Hi guys. I have always known that such verbs as “allow or enable” require a direct object between the verb and the following infinitive, but recently I’ve come across an increasing number of examples in native speech and mass media where this rule seems to be put aside. Is this a new trend in english or just plain illiteracy?
eg. This device allows to reduce heat production.
or It will enable to build a new structure within a month.
This device allows one/you/etc. to reduce heat production.
It will enable one/you/etc. to build a new structure within a month.
Or maybe the construction with “allow” is possible, while the one with “enable” is not?
Glad to hear from you! Please, do keep your “eyes and ears on the lookout for” these constructions, particularly the one with “allow”.
For quite often it happens that we don’t notice a particular phrase or experssion or figure of speech, until someone brings it to our attention (be it in your native or a foreign language). At least I speak for myself on this - to me it happens all the time:)).
I do quite a lof of translating (mostly legal and business) and in many “native”, particularly, US documents I keep bumping into this pattern: eg. “this system allows to streamline communications between bla-bla-bla” , “this procedure will allow to obtain more accurate data …”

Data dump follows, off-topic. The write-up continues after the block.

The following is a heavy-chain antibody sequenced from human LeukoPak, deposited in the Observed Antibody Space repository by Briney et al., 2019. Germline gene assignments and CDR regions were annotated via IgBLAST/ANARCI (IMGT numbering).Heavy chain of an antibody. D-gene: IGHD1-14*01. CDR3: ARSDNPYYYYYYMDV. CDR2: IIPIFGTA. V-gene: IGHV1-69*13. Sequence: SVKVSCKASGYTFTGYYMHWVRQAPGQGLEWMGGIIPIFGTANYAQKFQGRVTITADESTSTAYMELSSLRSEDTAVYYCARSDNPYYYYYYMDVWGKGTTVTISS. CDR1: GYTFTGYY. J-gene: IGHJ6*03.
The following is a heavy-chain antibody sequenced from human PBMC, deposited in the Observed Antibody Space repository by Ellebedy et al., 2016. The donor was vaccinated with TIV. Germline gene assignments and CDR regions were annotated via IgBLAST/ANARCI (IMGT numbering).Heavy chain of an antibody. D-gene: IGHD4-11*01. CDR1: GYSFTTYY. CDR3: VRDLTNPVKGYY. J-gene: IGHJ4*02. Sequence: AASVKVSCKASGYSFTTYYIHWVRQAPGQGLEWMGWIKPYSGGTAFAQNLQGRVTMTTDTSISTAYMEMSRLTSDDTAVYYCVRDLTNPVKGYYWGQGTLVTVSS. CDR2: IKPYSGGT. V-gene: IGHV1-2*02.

Unfortunaly, for confidentiality reasons((, I cannot give direct quotes here, but I guess you get the idea, and the pattern is always pretty much the same - no isertion of a direct object (you/one/us/it/them, etc) after ‘allow’ (more rarely - after ‘enable’)
So, Amy, are you saying that it strikes you as odd or unnatural? Can it still be a new trend at least for business english (or legalese)? Because if it were, it would make some translations much neater and easier:))) . Or does it sound THAT awkward to you?
Have you done a Google search for “allows to”? I’ve just done that and got 11 million hits.
Naturally, I did not look at all 11 million, but I did see lots of examples of the construction you’re talking about. However, judging by the first couple of pages, the usage you’re referring to seems to be found almost exclusively in texts connected with software, programming, PCs and the like. Could this be an example of “techie English”? They’ve got a language of their own, you know. :lol:
I also did a search on the BNC. I got 11 hits for “allows to”. Five of those were “traditional” usage. One was clearly a typo. That leaves us with 5 to wonder about.